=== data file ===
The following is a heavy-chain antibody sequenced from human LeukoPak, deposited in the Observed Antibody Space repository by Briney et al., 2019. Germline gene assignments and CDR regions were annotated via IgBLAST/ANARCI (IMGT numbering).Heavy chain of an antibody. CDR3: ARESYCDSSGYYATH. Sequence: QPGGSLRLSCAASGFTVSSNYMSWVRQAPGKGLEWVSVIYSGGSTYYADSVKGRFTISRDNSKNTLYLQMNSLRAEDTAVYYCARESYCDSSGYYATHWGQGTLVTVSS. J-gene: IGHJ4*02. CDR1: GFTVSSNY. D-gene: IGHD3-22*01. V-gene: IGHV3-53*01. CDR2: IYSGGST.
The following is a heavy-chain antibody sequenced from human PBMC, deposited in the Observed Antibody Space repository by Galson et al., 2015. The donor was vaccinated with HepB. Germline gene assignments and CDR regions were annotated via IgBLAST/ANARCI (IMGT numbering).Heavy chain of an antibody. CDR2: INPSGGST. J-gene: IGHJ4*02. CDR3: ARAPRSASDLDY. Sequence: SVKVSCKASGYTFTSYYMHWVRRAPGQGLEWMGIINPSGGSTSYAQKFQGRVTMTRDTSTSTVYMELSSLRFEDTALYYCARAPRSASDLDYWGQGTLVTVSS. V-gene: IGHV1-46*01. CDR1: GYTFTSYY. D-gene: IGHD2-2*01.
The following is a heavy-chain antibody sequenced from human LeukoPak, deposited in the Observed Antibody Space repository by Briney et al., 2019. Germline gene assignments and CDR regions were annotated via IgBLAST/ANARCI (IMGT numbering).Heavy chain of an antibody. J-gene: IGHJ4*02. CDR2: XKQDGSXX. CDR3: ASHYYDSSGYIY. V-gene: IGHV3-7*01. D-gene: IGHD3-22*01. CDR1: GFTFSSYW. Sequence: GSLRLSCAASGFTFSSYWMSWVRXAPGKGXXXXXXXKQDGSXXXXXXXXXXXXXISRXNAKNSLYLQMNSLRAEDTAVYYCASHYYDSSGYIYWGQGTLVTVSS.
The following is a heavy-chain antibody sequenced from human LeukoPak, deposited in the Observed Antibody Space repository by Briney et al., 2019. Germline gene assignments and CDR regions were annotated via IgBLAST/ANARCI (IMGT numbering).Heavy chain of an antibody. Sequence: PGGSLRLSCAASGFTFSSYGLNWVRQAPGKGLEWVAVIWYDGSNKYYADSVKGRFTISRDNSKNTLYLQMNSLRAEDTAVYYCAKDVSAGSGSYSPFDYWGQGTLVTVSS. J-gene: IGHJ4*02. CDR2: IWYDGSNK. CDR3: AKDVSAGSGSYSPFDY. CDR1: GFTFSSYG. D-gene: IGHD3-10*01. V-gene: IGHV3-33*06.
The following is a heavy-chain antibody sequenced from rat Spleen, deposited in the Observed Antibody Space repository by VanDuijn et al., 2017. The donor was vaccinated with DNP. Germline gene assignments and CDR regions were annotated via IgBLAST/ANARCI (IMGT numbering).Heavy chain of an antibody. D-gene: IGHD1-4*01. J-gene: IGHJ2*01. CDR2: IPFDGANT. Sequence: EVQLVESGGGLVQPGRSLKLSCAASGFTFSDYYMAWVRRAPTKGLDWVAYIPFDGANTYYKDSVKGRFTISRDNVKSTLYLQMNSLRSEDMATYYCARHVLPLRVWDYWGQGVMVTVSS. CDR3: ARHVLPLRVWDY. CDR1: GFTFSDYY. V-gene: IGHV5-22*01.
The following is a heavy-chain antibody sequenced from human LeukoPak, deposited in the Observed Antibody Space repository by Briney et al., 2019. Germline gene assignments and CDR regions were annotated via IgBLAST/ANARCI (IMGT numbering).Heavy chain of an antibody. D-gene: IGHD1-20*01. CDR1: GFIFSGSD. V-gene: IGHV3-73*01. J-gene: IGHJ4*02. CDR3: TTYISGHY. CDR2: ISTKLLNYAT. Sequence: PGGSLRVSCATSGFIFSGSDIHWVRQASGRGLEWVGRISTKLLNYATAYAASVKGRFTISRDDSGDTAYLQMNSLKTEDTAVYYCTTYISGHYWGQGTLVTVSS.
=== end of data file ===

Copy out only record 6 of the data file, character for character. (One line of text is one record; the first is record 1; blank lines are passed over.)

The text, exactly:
The following is a heavy-chain antibody sequenced from human LeukoPak, deposited in the Observed Antibody Space repository by Briney et al., 2019. Germline gene assignments and CDR regions were annotated via IgBLAST/ANARCI (IMGT numbering).Heavy chain of an antibody. D-gene: IGHD1-20*01. CDR1: GFIFSGSD. V-gene: IGHV3-73*01. J-gene: IGHJ4*02. CDR3: TTYISGHY. CDR2: ISTKLLNYAT. Sequence: PGGSLRVSCATSGFIFSGSDIHWVRQASGRGLEWVGRISTKLLNYATAYAASVKGRFTISRDDSGDTAYLQMNSLKTEDTAVYYCTTYISGHYWGQGTLVTVSS.